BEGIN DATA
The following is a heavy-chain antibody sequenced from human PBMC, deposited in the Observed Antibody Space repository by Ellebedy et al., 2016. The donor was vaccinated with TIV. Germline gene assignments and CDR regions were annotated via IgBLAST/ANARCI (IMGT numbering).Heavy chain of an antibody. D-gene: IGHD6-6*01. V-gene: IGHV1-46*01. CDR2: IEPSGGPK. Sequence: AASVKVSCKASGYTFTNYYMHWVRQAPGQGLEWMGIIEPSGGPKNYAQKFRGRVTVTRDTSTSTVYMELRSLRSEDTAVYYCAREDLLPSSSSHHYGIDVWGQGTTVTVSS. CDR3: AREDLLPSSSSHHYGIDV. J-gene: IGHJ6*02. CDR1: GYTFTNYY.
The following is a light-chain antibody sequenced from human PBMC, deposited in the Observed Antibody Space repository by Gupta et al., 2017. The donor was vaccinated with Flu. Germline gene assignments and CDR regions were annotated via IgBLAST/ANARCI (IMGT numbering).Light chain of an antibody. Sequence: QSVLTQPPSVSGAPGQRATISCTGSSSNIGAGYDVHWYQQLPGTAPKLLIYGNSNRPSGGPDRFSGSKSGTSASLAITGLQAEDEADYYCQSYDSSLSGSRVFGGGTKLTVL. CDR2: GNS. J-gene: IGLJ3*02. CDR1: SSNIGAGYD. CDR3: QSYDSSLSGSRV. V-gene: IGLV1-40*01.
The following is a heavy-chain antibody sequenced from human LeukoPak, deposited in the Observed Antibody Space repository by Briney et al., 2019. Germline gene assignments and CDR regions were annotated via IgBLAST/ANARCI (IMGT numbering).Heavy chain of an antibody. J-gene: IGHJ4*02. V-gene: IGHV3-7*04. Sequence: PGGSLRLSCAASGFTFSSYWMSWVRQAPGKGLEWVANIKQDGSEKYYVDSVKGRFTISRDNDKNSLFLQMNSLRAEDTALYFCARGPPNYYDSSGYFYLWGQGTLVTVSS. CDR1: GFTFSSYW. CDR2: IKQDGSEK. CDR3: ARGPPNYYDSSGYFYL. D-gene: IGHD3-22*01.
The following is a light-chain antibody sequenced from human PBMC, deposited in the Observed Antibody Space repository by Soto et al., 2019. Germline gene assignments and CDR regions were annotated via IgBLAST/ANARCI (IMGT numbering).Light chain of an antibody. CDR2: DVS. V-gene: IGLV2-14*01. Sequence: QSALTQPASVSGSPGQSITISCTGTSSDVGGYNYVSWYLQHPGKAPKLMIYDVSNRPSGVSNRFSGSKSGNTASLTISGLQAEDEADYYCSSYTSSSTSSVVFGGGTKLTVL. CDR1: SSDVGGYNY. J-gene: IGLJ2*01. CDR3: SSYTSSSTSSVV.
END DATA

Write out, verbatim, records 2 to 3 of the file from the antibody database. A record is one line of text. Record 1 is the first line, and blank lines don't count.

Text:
The following is a light-chain antibody sequenced from human PBMC, deposited in the Observed Antibody Space repository by Gupta et al., 2017. The donor was vaccinated with Flu. Germline gene assignments and CDR regions were annotated via IgBLAST/ANARCI (IMGT numbering).Light chain of an antibody. Sequence: QSVLTQPPSVSGAPGQRATISCTGSSSNIGAGYDVHWYQQLPGTAPKLLIYGNSNRPSGGPDRFSGSKSGTSASLAITGLQAEDEADYYCQSYDSSLSGSRVFGGGTKLTVL. CDR2: GNS. J-gene: IGLJ3*02. CDR1: SSNIGAGYD. CDR3: QSYDSSLSGSRV. V-gene: IGLV1-40*01.
The following is a heavy-chain antibody sequenced from human LeukoPak, deposited in the Observed Antibody Space repository by Briney et al., 2019. Germline gene assignments and CDR regions were annotated via IgBLAST/ANARCI (IMGT numbering).Heavy chain of an antibody. J-gene: IGHJ4*02. V-gene: IGHV3-7*04. Sequence: PGGSLRLSCAASGFTFSSYWMSWVRQAPGKGLEWVANIKQDGSEKYYVDSVKGRFTISRDNDKNSLFLQMNSLRAEDTALYFCARGPPNYYDSSGYFYLWGQGTLVTVSS. CDR1: GFTFSSYW. CDR2: IKQDGSEK. CDR3: ARGPPNYYDSSGYFYL. D-gene: IGHD3-22*01.